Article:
- Understand the limits of public domain and fair use. There are some situations where copying without permission or sharing is legal. Know those limits and obey them strictly.
- Outside of fair use or public domain, always ask permission to use any creative materials. In fact, sometimes the creator will give permission without asking for a fee. Exposure is a wonderful thing. Don’t expect that courtesy, though. Exposure, like warm hugs and hardy congratulations, feel awesome, but at the end of the day they do not feed a hungry belly.
- Creators: fix errors with regard to copyright immediately. There are gray areas and mistakes do happen; I have done it myself. Correct the problem and apologize.
- Never share or upload copyrighted materials without permission. This includes using artwork on personal Facebook pages, headers or posts. Remember, social media posts are considered published material.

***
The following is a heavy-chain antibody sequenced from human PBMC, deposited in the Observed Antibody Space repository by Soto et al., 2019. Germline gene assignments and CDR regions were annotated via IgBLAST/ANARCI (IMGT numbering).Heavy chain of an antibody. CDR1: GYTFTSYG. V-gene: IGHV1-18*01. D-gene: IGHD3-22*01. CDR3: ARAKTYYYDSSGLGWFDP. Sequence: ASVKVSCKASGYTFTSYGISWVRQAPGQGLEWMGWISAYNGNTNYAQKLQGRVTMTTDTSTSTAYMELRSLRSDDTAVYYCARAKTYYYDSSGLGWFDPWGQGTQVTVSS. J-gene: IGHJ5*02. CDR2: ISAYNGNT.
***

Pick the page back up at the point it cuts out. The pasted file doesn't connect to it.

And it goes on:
- Never download from illegal sites. Don’t be a lemming.
- Help combat the problem by reporting sites and groups that violate copyright laws. This is one of the missions of PAP.
Sorita D’este, another author who recently became a victim of illegal sharing and plagiarism, suggested that anyone who has committed copyright infringement should consider sending the affected artists a donation. Speaking specifically about illegal sharing, she wrote in a Facebook post, “If we don’t support our authors and publishers, we will be left with books produced only by those who are privileged enough to have the wealth to produce books, and commercial writers who produce books for the mass market – rather than books produced by those individuals who write because they are passionate, experienced, and qualified to do so.”
If we love a creator’s work enough to want to copy it or share it, then we should love the creator enough to respect their ownership. If we do that, they might be able to produce more – and there is nothing as valuable in life as fostering personal creative expression.